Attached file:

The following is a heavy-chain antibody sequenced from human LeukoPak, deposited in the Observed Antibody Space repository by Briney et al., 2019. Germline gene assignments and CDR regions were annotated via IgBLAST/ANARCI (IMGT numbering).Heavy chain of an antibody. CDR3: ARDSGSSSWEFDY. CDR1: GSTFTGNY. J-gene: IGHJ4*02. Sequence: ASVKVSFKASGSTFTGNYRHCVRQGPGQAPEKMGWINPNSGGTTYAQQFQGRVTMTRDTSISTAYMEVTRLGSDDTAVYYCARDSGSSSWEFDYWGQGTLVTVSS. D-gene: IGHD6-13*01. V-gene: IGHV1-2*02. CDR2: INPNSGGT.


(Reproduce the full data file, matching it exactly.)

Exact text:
The following is a heavy-chain antibody sequenced from human LeukoPak, deposited in the Observed Antibody Space repository by Briney et al., 2019. Germline gene assignments and CDR regions were annotated via IgBLAST/ANARCI (IMGT numbering).Heavy chain of an antibody. CDR3: ARDSGSSSWEFDY. CDR1: GSTFTGNY. J-gene: IGHJ4*02. Sequence: ASVKVSFKASGSTFTGNYRHCVRQGPGQAPEKMGWINPNSGGTTYAQQFQGRVTMTRDTSISTAYMEVTRLGSDDTAVYYCARDSGSSSWEFDYWGQGTLVTVSS. D-gene: IGHD6-13*01. V-gene: IGHV1-2*02. CDR2: INPNSGGT.